You have to think about the following question: How did your persona or customer come to find out about your brand and your website in the first place? Then start walking through each step of their journey of associating with your brand, and going through the funnel, then going through the process, and making their first purchase. This journey is sometimes referred to as the golden path.

Within this path, think about the following:
- What is the best thing that they could possibly buy the first time they come to your site?
- How do you want them to feel after they buy it?
- What are the touch points that they get via email, push, etc… after they make their first purchase?
- What leads them to refer a friend?
- What does that communication look like that they’re sending to their friend?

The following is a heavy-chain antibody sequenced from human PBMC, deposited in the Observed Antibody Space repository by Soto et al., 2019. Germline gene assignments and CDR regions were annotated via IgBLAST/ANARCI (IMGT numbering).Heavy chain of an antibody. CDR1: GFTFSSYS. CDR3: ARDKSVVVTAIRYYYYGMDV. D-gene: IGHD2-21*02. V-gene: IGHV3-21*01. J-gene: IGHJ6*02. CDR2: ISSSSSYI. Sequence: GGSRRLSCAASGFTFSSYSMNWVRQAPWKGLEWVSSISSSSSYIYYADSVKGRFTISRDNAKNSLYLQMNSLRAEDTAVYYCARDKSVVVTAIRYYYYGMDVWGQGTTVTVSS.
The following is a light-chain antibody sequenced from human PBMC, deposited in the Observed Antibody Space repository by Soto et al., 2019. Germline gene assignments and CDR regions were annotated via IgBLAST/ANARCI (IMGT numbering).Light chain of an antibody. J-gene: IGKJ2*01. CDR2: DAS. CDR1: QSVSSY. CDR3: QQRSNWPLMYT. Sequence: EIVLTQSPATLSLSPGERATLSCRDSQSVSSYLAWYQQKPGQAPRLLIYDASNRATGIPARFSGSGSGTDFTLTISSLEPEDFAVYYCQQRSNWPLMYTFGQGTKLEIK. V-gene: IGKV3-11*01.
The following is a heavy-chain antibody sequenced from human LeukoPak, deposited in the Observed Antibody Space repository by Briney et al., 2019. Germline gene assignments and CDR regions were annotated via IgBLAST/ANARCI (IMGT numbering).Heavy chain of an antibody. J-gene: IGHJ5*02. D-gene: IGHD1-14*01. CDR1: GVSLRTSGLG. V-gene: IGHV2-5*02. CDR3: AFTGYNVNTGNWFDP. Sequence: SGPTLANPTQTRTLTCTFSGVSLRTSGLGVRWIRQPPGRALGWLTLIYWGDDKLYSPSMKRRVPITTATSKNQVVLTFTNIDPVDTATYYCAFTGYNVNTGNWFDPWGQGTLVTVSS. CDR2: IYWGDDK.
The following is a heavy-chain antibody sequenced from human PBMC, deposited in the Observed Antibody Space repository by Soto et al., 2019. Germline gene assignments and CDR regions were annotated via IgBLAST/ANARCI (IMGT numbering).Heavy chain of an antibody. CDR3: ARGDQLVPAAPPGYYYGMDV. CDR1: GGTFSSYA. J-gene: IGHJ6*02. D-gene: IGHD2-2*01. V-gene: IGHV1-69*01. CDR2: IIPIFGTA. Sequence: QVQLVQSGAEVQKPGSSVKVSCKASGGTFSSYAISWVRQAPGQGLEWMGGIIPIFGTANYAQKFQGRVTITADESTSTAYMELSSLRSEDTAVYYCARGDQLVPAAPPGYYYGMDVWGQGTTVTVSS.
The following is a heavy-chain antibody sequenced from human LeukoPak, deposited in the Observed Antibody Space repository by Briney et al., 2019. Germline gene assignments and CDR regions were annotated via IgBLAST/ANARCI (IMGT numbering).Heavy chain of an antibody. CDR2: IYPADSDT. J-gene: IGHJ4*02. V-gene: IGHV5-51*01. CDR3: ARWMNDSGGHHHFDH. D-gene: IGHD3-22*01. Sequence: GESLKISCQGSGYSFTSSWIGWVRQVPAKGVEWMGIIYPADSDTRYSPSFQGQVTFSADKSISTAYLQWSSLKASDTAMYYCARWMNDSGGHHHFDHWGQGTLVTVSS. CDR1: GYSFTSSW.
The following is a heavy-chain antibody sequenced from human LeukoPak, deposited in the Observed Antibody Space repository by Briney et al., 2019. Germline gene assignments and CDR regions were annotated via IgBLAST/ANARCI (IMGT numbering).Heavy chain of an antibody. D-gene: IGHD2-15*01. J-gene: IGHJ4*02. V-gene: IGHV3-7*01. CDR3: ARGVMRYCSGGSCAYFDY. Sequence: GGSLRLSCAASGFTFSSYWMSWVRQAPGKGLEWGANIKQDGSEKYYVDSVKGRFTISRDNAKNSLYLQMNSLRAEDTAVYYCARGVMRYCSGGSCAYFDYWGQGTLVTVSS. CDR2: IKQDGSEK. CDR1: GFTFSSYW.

Remember to think about the best way for a customer to experience all the different parts of your product and then start mapping it out with sticky notes of what that would look like from their perspective. This exercise should be done once a quarter. As you go through a ton of iterations of your website, adding engagement programs, and your email marketing, it will become easy to lose sight of how the customer journey changes. For your customer, using your service will be a wholistic connected experience, where every touch point is related, and all this will affect their perception of a brand.

When mapping out the customer journey, start with one persona. For example, start with how the customer journey will look like for an organic customer — someone who just found you organically. After, go through the customer journey of how it will look like for a referred customer. It is important to keep in mind that a referred customer will most likely know a little bit about the brand, compare to someone who just came to your site for the first time. At the end of the day, the goal is to create a personalized experience.

The first week was insightful and I learned a ton! I am ready to start my next week.